I started out by creating broken characters; everyone in the book is broken in their own way, even Vera. And from there, I sought to make them more whole by the end of the book. The humor came naturally, because again, I was always channeling my parents, and I’d just ask myself: “What would mama say in this situation?” So I didn’t really think too much about creating a balance, it was just based on whatever felt right for the scene.

Did you have a favorite character to write, other than Vera? All of them undergo some kind of transformation or growth which must have been fun to write.

My favorite character to write other than Vera would have to be Sana. Did you spot the self-insert, by the way? Sana’s mom is a writer who obnoxiously releases four books a year…ha ha! Sorry, I crack myself up. I was very tickled when I came up with the idea of Sana’s mother, and I really enjoyed exploring how having a mom like that might put extra pressure on poor Sana. (I hope I’m never like that toward my own daughters.)

What’s your favorite thing about sitting down to write every day? And what is your least favorite?

My favorite part is when you get into this magical state where everything falls away and you’re fully absorbed into the story. The words flow out faster than your fingers can type, and it’s a beautiful feeling chasing the story as it rushes out of you. Truly, nothing better than that sensation. My least favorite is some days, the words come out fighting every step of the way. I don’t know why, but sometimes it just happens, and on those days, I have to grit my teeth and grind all the way through until I hit my word count goal.

Can you name a book that was transformational for you, as a reader or as a writer?

Gone Girl by Gillian Flynn. It transformed the entire suspense genre for me. I used to love the genre, but it was so dominated by male authors and after a while, all of the graphic rape scenes got to me. Then I picked up Gone Girl, and it blew my mind. Blew everything else out of the water. I’d never come across anything so diabolical, so complicated, and so well-thought-out. Pure genius. We’re so blessed to have Gillian Flynn’s books.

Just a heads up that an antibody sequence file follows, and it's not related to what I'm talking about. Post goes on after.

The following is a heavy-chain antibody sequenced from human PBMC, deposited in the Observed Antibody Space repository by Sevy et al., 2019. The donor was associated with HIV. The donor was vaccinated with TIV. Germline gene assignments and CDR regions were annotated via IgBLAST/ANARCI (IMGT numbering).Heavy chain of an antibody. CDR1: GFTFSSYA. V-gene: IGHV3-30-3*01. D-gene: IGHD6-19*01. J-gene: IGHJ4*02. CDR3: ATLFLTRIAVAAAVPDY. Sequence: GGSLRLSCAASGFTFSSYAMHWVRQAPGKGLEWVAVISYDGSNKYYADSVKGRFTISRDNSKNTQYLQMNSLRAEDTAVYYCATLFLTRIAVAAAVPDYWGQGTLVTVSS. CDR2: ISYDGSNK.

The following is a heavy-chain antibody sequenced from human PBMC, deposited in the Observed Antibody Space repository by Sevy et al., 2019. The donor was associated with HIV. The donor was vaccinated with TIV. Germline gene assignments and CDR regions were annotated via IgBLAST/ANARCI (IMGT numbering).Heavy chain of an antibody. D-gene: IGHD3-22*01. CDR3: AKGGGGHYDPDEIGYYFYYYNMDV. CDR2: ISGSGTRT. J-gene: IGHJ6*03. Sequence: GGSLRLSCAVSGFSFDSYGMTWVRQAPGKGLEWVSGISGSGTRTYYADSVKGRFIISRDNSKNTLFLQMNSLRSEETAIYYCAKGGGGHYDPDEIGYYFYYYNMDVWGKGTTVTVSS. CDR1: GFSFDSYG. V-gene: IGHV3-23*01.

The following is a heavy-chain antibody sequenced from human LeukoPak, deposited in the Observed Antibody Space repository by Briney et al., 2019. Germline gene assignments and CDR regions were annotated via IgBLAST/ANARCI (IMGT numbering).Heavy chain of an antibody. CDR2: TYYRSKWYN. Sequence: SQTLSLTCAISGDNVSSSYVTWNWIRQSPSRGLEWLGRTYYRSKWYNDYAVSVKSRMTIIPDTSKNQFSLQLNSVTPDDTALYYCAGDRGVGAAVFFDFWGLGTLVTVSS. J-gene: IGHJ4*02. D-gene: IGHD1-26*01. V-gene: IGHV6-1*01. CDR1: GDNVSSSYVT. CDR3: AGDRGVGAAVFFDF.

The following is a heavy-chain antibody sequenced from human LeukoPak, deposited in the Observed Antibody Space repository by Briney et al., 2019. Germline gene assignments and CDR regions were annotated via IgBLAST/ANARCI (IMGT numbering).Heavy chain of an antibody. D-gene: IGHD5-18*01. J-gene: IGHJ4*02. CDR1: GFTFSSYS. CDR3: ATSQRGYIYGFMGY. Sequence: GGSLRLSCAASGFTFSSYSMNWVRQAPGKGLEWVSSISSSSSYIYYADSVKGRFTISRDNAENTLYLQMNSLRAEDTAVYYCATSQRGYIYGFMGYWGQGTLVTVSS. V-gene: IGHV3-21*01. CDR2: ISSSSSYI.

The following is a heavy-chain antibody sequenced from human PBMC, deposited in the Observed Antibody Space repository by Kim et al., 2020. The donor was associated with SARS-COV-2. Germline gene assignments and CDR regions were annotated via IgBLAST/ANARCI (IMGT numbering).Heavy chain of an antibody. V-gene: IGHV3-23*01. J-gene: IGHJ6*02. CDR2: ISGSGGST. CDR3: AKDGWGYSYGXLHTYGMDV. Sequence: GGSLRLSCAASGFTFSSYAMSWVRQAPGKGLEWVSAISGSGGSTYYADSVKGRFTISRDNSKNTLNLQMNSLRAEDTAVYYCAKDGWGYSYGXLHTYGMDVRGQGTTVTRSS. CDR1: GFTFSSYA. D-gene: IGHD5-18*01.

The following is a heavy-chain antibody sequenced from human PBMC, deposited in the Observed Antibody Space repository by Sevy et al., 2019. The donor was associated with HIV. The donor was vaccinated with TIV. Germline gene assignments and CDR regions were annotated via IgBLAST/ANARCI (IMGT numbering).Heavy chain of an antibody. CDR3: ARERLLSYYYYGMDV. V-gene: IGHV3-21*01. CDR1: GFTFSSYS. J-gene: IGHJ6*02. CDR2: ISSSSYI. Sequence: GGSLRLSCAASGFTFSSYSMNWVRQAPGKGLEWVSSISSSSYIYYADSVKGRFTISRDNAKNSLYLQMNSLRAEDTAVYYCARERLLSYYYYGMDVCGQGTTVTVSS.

What’s next for you? A vacation? Will there be another Vera book? (I hope!)

I actually have four books scheduled for publication this year! Vera, the sequel to my MG Fantasy Theo Tan and the Iron Fan, my adult suspense I’m Not Done With You Yet, and my YA rom-com Didn’t See That Coming. I’m so excited about all of them! I finished writing a new book last month, so currently I’m on a break, but I do plan to start writing again sometime in May—an epic fantasy that’s been on my mind for years. Wish me luck because it is going to be a hefty project!

Jesse Q. Sutanto is a Chinese-Indonesian author. As of 2022, she has published six novels, including for adults, young adults, and middle grade readers. Her novel Dial A for Aunties won the 2021 Comedy Women in Print Prize and has been optioned for a film by Netflix. She currently lives in Jakarta with her husband, who is English, and their two children.

Robin AgnewRobin Agnew is a longtime Mystery Scene contributor and was the owner of Aunt Agatha's bookstore in Ann Arbor, Michigan, for 26 years. No longer a brick and mortar store, Aunt Agatha has an extensive used book collection is available at and the site is home to more of Robin's writing.


Solicited Advice from Jesse Q. Sutanto
Robin Agnew